Inattention, Hyperactivity, and Emergent Literacy: Different Facets of Inattention Relate Uniquely to Preschoolers' Reading-Related Skills
Although extant studies indicate that there is a strong association between attention deficit/hyperactivity disorder and reading ability in elementary school children, knowledge regarding the relation between inattentive and hyperactive/impulsive behaviors and emergent literacy in preschool children is less established. This study examined the unique and overlapping relations between measures that assess inattention and hyperactivity/impulsivity and emergent literacy skills in preschool children. Participants included 204 preschool children (M age = 56 months, 50.9% female, 79.8% European American). Behavioral rating scales were completed by teachers, and the Continuous Performance Test (CPT) and the Test of Preschool Early Literacy were completed by the preschoolers. Across measures, inattention was a unique correlate of emergent literacy skills, whereas hyperactivity/impulsivity was not. Both rating scales and the CPT indices of inattention were uniquely associated with emergent literacy skills. These results suggest that these measures are assessing different manifestations of inattention that are both unique correlates of early reading skills.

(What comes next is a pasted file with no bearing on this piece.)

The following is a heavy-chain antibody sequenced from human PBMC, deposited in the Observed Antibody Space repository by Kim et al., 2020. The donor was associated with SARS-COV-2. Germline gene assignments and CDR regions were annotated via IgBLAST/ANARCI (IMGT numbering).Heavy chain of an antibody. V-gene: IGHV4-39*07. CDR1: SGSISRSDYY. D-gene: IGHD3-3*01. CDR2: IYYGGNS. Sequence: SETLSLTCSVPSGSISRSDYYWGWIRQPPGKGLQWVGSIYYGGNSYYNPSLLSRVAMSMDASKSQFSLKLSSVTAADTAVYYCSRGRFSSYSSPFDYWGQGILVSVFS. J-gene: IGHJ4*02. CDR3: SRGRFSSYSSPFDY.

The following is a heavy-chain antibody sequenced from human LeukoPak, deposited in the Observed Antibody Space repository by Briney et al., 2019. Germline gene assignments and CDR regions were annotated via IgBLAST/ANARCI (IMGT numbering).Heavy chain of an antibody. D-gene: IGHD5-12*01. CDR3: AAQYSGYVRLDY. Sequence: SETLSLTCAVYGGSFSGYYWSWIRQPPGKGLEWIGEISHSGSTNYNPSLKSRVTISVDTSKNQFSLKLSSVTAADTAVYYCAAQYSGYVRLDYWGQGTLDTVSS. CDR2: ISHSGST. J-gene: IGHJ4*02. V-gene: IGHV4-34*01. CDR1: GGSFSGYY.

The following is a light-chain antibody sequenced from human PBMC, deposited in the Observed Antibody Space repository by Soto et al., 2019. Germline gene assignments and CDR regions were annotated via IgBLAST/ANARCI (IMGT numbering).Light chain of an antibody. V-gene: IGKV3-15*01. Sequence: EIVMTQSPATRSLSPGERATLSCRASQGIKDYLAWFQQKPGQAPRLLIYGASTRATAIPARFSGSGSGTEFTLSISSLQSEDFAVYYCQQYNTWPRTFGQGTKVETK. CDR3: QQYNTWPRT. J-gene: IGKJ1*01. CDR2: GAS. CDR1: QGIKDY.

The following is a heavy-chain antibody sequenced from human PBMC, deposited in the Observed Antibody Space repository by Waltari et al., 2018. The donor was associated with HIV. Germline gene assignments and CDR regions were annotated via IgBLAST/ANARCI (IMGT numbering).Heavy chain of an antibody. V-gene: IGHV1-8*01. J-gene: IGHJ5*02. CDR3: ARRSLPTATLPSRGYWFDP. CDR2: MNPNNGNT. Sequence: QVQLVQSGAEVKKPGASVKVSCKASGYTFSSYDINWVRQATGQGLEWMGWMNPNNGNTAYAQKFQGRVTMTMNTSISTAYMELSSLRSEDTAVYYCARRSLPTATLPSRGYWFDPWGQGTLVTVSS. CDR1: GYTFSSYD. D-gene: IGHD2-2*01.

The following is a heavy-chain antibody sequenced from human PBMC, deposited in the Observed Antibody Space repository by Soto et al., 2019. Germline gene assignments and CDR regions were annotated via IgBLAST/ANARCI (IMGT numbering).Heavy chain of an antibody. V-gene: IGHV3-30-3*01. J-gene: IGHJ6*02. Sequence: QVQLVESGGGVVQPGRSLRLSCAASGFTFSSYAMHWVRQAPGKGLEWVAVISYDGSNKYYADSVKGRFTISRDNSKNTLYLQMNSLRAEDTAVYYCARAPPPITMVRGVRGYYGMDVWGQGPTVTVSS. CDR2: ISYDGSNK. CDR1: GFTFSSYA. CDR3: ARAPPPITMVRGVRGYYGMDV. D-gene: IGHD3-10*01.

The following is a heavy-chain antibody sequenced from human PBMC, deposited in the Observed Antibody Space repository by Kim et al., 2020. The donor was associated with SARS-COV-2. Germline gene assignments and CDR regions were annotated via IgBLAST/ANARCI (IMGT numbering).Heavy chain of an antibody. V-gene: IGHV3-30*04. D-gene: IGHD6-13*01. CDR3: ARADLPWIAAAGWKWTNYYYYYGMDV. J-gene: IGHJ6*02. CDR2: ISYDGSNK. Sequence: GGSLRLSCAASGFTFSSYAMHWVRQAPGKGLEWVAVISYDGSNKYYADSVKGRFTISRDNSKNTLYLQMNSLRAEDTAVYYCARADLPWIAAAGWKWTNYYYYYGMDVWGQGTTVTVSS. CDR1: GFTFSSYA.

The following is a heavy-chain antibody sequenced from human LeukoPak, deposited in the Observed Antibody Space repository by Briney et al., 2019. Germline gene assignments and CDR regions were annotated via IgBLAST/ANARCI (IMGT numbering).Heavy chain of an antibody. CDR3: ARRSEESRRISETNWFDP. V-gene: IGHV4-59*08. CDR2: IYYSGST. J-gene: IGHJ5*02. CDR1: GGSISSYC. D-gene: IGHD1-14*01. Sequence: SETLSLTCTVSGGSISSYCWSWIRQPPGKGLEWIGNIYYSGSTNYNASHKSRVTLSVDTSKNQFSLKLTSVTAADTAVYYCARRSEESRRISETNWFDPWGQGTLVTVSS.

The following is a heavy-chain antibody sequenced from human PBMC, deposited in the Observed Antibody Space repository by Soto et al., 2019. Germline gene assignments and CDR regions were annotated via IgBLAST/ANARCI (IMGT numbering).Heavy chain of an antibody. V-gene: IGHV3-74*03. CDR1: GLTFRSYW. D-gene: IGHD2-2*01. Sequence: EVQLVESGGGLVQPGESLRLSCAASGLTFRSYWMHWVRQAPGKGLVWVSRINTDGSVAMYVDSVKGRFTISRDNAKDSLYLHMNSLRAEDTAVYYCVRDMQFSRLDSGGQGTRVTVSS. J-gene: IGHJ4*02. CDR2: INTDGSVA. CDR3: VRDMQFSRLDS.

Available from: Peng Peng
- "Attention is also a critical predictor of academic success (e.g., Barkley, 2006; Miller et al., 2014; Saez, Folsom, Al Otaiba, & Schatschneider, 2012). This finding holds for children (Sims & Lonigan, 2013) and adults (Samuelsson, Lundberg, & Herkner, 2004) as well as typically developing (Steele, Karmiloff-Smith, Cornish, & Scerif, 2012) and clinical populations (Barkley, 2006). Thus, one may expect that training attention could not only strengthen the attention network itself but might also transfer to gains on untrained tasks such as cognitive skills and academic outcomes. "